Social Security for Veterans

Social Security for Veterans

Hi Matt,

I built my career in the U.S. Navy and am looking toward retirement. How does my veteran status impact my Social Security? Does it affect the amount of my benefits? Is there a different process for me to follow than for civilians? Thanks for your advice.



Hi Kate,

First, thank you for your service. We say that so much now it’s becoming a cliche, but I want you to know how grateful I am that you chose a career of service that no doubt took a lot of personal sacrifice. I hope your well-earned retirement will be a time when you can put yourself first for a while and build on the experiences of the first part of your life.

You’ve asked a great set of questions that will be relevant to many of our readers. Even readers who are not veterans themselves likely know someone who is, so I hope they will forward this post to anyone whom it could help.

Military Pension Plans

Before talking about Social Security, let’s go over your military retirement benefits. Your military pension is completely separate from Social Security. Active military who retire after at least 20 years of service may be in one of two pension plans. Both of these pay benefits that are based on your highest 36 months of basic pay and allow you to make your own additional contributions.

The main difference is whether the government will match your contributions:

● In the Legacy or High 36 Retirement System, the government does not match your contributions.

● In the Blended Retirement System, the government will match your contributions up to 4% of your salary.

The one you’re in depends on when you enlisted. People who enlisted before January 1, 2006 are in the Legacy plan. Those who enlisted between January 1, 2006 and Dec. 31, 2017 got to choose between the two plans. Those who signed up after Dec. 31, 2017 are in the Blended plan.

There are also benefits available to veterans with disabilities, survivors of veterans, and veterans who served in a war but did not build a career and retire from the service. You can explore military retirement benefits in greater detail at .

What Veterans Should Know About Social Security

So how does this affect your Social Security as a veteran?

You’ve paid into Social Security and Medicare taxes over your years of working for the military, so you will be eligible to draw Social Security and Medicare benefits in addition to your military pension. Just like civilians, your benefits will be based on an average of what you earned in your 35 highest-earning years.

However, for veterans who were on active duty before 2002, the Social Security Administration may add some additional earnings to your total before figuring out your monthly benefit amount.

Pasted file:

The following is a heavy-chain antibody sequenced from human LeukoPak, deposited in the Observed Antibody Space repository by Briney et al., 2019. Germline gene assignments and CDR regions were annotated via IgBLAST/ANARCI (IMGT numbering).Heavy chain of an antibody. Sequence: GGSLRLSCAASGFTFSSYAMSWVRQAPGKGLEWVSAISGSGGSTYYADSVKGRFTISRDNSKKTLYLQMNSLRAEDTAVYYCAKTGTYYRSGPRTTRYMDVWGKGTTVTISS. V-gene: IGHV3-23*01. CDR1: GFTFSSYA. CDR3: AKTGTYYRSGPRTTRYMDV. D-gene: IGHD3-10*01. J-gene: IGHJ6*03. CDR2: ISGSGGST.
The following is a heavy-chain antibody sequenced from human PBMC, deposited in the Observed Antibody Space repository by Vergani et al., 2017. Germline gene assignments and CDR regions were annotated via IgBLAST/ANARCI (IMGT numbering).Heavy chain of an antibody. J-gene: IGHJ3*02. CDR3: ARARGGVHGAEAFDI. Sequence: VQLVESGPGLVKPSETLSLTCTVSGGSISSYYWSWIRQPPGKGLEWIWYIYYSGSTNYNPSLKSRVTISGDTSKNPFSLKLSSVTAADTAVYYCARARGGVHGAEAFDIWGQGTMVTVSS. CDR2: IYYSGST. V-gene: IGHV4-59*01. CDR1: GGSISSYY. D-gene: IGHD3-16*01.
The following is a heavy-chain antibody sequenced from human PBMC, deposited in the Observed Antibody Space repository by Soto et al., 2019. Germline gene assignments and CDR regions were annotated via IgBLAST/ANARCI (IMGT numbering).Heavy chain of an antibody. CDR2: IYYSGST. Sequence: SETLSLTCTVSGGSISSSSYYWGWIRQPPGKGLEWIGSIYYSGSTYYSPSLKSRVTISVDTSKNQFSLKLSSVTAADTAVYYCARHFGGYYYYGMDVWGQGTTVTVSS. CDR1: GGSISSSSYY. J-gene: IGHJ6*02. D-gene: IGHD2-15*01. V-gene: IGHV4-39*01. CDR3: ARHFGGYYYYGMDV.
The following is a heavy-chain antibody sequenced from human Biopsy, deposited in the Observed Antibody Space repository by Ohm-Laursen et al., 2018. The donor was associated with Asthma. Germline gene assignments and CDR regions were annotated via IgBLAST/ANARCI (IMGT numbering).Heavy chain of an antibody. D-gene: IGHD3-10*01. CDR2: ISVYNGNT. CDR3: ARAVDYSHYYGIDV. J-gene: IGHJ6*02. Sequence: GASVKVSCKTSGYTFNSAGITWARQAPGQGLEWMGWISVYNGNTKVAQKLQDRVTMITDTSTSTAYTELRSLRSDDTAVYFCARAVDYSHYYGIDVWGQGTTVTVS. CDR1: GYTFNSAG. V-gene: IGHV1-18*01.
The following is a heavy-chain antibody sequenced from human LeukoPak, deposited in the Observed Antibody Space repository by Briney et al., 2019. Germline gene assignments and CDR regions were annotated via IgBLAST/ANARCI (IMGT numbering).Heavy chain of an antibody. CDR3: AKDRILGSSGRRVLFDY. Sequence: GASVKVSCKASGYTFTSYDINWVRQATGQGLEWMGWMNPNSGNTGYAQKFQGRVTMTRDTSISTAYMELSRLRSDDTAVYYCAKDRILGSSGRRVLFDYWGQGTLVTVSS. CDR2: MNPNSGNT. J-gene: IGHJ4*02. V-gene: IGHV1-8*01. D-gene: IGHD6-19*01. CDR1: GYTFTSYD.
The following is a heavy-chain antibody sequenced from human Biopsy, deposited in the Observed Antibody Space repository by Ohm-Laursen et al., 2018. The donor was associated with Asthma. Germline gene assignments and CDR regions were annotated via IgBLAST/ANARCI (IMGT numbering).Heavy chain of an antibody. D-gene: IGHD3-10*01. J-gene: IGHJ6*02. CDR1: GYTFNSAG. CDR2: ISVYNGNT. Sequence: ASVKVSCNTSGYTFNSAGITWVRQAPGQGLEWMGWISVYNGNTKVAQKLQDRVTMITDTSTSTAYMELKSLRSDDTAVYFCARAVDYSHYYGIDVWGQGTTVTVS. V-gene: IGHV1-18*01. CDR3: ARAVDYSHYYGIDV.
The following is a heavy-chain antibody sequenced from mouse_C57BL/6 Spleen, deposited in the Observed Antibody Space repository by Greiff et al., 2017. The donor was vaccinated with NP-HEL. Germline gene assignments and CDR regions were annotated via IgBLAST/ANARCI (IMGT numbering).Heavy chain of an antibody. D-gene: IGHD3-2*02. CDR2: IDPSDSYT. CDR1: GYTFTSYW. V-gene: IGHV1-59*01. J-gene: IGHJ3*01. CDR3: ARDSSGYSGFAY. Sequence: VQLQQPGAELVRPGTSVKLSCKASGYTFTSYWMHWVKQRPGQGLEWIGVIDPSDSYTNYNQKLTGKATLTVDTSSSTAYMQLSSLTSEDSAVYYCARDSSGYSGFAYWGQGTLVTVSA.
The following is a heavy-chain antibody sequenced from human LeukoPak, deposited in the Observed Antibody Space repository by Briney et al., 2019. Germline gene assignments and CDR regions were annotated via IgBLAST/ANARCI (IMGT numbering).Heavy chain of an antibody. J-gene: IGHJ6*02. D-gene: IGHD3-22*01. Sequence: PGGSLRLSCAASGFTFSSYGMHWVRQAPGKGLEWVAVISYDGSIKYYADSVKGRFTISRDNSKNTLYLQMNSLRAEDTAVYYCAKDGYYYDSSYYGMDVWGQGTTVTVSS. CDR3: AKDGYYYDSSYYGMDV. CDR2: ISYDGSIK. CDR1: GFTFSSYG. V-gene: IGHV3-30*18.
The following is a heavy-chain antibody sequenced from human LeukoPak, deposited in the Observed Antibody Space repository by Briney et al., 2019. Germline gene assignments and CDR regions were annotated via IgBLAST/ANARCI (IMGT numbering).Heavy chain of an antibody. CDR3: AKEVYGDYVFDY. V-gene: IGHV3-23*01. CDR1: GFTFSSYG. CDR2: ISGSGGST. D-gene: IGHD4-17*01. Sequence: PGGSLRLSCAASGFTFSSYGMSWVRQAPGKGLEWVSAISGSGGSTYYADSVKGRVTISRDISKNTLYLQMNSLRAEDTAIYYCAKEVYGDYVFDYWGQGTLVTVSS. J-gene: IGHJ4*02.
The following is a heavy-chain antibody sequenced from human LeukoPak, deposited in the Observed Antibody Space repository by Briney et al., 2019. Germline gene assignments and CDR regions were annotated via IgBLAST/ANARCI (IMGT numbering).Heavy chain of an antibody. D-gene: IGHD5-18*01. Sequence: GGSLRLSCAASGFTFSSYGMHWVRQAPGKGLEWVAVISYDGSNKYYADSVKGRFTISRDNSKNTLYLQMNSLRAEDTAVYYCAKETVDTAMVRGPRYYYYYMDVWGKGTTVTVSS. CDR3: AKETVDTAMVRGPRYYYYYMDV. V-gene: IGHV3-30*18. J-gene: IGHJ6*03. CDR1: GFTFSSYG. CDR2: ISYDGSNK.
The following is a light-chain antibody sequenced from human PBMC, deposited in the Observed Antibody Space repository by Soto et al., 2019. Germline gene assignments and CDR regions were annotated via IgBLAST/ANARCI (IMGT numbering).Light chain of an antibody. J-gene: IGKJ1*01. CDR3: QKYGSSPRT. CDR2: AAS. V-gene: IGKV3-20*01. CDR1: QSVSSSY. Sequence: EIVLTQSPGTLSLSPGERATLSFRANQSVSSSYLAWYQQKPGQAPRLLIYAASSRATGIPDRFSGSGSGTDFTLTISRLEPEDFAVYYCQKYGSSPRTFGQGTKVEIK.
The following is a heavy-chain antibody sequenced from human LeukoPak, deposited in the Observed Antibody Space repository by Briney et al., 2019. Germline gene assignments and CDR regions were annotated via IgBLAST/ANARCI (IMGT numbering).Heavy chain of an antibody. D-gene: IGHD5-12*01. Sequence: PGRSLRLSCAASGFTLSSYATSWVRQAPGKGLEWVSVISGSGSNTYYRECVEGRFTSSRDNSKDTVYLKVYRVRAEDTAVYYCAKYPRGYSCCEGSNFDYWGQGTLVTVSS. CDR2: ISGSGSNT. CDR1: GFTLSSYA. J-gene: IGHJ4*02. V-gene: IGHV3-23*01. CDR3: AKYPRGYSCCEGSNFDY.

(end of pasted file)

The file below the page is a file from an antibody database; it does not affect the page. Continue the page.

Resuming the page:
Here’s how that works, depending on when you were on active duty:

● From 1940 through 1956, service members did not pay Social Security taxes, but the SSA still gives some earnings credits for veterans of these years.

● Service members on active duty from 1957 through 1977 are credited with $300 in additional earnings for each calendar quarter they were paid for active duty.

● For active duty from 1978 through 2001, for every $300 in active duty basic pay, veterans get credited with another $100 in earnings up to no more than $1,200 a year.

Note that these benefits may not be available to service members who enlisted after September 7, 1980 and didn’t complete at least 24 months of active duty or a full tour.

Applying for Benefits

You can start drawing benefits anytime between the ages of 62 and 70. However, if it is possible in your situation, it is usually best to wait until you reach full retirement age (66 or 67 depending on the year you were born). You’ll get reduced benefits if you apply earlier than that, and bonus benefits if you wait until after full retirement age.

The application process for veterans is just the same as for civilians, with one exception: you will need to provide DD Form 214 to prove your military service or provide other information about your Reserve or National Guard service.

Social Security pays additional benefits to people with disabilities. You can get expedited processing for your claim If you developed a disability while on active duty military service on or after October 1, 2001. This is explained in more detail at .

I recommend that you visit to learn more about your Social Security benefits and to begin the application process when you’re ready. Here’s a link that has additional details for veterans than what I’ve shared here:

Thank you again for your service and for the great questions. What I’ve shared here should get you started in receiving all the benefits you’ve earned.


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